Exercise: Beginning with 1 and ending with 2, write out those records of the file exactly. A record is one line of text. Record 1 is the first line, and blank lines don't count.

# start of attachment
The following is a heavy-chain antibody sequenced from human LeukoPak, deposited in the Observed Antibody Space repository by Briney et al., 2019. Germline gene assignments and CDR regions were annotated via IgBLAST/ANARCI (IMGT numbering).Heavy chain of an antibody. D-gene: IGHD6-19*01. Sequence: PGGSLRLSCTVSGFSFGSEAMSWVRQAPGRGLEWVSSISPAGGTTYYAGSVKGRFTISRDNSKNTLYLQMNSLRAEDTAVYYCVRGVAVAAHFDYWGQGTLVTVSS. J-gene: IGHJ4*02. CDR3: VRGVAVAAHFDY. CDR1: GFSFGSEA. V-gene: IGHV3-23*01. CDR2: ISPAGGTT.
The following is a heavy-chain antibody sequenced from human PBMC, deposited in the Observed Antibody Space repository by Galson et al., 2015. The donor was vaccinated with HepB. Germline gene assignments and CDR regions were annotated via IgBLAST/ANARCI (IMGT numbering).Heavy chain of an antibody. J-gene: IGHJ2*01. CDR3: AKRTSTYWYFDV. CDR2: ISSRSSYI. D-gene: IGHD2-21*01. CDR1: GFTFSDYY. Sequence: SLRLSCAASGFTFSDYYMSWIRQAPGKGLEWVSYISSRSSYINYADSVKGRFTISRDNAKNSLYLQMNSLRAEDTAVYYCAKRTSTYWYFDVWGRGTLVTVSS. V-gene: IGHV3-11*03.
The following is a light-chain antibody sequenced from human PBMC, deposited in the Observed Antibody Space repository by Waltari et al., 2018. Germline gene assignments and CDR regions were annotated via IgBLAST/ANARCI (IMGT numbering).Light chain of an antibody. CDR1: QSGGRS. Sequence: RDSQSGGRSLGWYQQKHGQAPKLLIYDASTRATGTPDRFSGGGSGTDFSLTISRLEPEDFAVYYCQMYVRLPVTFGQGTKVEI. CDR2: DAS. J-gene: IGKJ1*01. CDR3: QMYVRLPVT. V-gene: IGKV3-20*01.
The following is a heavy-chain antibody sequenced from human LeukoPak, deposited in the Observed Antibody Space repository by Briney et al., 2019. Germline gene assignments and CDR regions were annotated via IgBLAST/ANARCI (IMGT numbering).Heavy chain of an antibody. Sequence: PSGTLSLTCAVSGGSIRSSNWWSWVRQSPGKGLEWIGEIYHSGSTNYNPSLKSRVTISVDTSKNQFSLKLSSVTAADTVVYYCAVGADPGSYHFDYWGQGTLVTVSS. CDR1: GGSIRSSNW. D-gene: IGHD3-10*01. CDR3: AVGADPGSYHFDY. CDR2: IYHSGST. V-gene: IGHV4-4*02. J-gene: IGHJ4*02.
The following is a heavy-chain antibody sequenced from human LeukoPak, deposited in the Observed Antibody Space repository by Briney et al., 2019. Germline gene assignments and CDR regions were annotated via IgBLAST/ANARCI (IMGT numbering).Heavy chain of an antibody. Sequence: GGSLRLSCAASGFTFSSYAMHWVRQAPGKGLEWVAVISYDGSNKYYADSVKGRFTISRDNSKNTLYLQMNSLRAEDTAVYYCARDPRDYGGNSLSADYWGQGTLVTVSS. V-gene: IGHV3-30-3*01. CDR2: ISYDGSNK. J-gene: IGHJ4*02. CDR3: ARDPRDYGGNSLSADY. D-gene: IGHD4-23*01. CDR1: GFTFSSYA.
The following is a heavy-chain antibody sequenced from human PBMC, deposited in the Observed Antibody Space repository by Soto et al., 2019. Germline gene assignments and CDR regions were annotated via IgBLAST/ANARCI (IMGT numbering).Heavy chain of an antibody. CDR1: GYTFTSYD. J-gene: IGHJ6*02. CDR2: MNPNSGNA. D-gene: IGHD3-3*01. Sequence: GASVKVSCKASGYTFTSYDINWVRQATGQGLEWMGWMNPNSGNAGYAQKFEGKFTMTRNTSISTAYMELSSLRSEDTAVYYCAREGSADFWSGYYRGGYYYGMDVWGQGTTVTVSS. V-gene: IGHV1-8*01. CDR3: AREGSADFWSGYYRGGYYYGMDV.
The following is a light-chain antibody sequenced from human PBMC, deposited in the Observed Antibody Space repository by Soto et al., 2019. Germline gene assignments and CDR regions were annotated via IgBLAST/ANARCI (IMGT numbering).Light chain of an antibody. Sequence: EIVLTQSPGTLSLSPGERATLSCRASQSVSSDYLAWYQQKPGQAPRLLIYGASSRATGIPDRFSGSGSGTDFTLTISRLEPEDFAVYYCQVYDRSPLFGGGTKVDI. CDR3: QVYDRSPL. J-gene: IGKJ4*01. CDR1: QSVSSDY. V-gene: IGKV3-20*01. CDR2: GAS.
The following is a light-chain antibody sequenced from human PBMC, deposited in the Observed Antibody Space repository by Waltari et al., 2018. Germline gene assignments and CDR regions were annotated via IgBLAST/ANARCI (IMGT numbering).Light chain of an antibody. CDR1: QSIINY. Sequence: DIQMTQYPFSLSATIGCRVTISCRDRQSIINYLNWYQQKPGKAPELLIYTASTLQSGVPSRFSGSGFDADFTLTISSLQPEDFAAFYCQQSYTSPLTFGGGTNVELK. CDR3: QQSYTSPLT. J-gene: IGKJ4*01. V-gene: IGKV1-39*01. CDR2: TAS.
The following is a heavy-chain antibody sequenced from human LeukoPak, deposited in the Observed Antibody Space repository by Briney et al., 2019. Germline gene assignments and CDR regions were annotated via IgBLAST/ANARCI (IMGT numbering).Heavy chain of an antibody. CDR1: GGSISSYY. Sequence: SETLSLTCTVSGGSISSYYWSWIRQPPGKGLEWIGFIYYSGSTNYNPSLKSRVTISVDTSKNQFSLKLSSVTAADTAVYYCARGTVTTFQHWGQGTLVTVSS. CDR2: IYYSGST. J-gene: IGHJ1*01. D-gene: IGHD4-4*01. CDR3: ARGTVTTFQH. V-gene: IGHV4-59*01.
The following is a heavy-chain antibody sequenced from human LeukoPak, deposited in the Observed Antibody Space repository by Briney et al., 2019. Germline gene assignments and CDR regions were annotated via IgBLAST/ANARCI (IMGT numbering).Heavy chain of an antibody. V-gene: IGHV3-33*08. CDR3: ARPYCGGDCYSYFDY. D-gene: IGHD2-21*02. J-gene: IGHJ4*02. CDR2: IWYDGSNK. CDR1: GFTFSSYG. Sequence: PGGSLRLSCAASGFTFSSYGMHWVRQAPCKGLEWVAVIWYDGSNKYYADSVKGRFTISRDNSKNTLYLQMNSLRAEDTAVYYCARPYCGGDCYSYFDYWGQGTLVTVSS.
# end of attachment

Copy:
The following is a heavy-chain antibody sequenced from human LeukoPak, deposited in the Observed Antibody Space repository by Briney et al., 2019. Germline gene assignments and CDR regions were annotated via IgBLAST/ANARCI (IMGT numbering).Heavy chain of an antibody. D-gene: IGHD6-19*01. Sequence: PGGSLRLSCTVSGFSFGSEAMSWVRQAPGRGLEWVSSISPAGGTTYYAGSVKGRFTISRDNSKNTLYLQMNSLRAEDTAVYYCVRGVAVAAHFDYWGQGTLVTVSS. J-gene: IGHJ4*02. CDR3: VRGVAVAAHFDY. CDR1: GFSFGSEA. V-gene: IGHV3-23*01. CDR2: ISPAGGTT.
The following is a heavy-chain antibody sequenced from human PBMC, deposited in the Observed Antibody Space repository by Galson et al., 2015. The donor was vaccinated with HepB. Germline gene assignments and CDR regions were annotated via IgBLAST/ANARCI (IMGT numbering).Heavy chain of an antibody. J-gene: IGHJ2*01. CDR3: AKRTSTYWYFDV. CDR2: ISSRSSYI. D-gene: IGHD2-21*01. CDR1: GFTFSDYY. Sequence: SLRLSCAASGFTFSDYYMSWIRQAPGKGLEWVSYISSRSSYINYADSVKGRFTISRDNAKNSLYLQMNSLRAEDTAVYYCAKRTSTYWYFDVWGRGTLVTVSS. V-gene: IGHV3-11*03.